“There’s a good deal of evidence from sea level change that ice sheets globally were smaller during the last interglacial 125,000 years ago,” Stone said. “So it’s widely presumed that West Antarctica participated in that deglaciation that led to higher sea levels.”
The researchers needed to get at the underlying bedrock beneath the ice that covers most of the continent today. They’re looking for evidence that the rocks once laid out on the surface, free of ice and totally exposed to cosmic rays. While it’s common for glacial researchers to analyze rocks on the surface to see how long they’ve been exposed, taking rock cores from beneath the ice is new.
“The cosmic radiation interacts with… and induces nuclear reactions inside the minerals of rocks, and changes atoms from one chemical isotope to another,” Stone said. “When rocks become exposed to cosmic rays they begin to build up quantities of isotopes like beryllium-10, aluminum-26, chlorine-36, helium-3 and neon-21, which are otherwise very rare isotopes.”
Many of these atomic variants are radioisotopes that are unstable and break down into other stable isotopes through radioactive decay. These radioisotopes build up as long as the rocks are exposed, but when these rocks are buried underneath multiple feet of cosmic-ray blocking ice, the radioisotopes break down at predictable rates.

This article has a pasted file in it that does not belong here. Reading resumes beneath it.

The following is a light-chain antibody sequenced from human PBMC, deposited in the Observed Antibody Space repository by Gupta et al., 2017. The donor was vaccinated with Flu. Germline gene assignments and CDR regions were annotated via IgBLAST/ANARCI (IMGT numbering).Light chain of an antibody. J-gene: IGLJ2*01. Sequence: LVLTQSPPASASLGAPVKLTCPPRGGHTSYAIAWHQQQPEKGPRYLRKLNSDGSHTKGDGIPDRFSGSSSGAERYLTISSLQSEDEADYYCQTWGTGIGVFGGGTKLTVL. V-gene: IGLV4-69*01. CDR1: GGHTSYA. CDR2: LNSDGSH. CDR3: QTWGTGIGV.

IDDO driller Mike Jayred (left) prepares to add a rod to the drill string while coring the pilot hole at the first site. Photo Credit: John Stone
Different isotopes have different rates of decay, or “half-lives,” which range from a few microseconds, to billions of years. Stone and his team focused on isotopes that have half-lives in the thousands and millions of years. By looking at the ratios of these different isotopes, the researchers can discern when the last time this rock had been exposed, and from that, the history of the ice sheet over the last few hundred thousand years.
“We will measure a whole family of isotopes which have different radioactive half-lives,” Stone said. “By comparing the concentrations of those isotopes, we’ll be able to tell whether the exposure was a long time in the past, or whether it happened fairly recently.”